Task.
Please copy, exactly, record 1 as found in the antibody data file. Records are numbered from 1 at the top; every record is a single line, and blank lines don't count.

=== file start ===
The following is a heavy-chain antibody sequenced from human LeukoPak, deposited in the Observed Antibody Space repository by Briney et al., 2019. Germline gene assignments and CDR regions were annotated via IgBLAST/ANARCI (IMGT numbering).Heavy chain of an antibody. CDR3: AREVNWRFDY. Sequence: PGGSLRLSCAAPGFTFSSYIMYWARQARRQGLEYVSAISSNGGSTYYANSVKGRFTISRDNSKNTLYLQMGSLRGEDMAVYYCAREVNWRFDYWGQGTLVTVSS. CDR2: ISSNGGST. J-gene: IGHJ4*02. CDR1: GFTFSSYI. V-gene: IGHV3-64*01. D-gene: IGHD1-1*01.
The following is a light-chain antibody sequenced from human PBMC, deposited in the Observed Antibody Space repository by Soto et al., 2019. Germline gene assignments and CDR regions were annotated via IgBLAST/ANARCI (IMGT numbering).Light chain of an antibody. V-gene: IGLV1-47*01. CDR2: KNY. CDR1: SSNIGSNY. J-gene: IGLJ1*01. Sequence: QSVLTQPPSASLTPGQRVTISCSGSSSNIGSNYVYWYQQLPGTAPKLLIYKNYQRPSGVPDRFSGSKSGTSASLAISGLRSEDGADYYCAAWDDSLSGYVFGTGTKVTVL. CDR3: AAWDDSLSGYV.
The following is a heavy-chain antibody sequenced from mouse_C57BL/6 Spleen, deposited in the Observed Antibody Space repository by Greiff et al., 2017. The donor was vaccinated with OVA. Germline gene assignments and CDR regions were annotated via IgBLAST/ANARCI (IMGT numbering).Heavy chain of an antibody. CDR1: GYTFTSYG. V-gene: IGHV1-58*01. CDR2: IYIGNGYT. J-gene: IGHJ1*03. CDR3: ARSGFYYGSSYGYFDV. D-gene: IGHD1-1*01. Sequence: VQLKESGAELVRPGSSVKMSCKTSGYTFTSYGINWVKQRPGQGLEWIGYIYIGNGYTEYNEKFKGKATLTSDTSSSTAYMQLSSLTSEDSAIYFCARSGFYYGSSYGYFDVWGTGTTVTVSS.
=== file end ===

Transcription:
The following is a heavy-chain antibody sequenced from human LeukoPak, deposited in the Observed Antibody Space repository by Briney et al., 2019. Germline gene assignments and CDR regions were annotated via IgBLAST/ANARCI (IMGT numbering).Heavy chain of an antibody. CDR3: AREVNWRFDY. Sequence: PGGSLRLSCAAPGFTFSSYIMYWARQARRQGLEYVSAISSNGGSTYYANSVKGRFTISRDNSKNTLYLQMGSLRGEDMAVYYCAREVNWRFDYWGQGTLVTVSS. CDR2: ISSNGGST. J-gene: IGHJ4*02. CDR1: GFTFSSYI. V-gene: IGHV3-64*01. D-gene: IGHD1-1*01.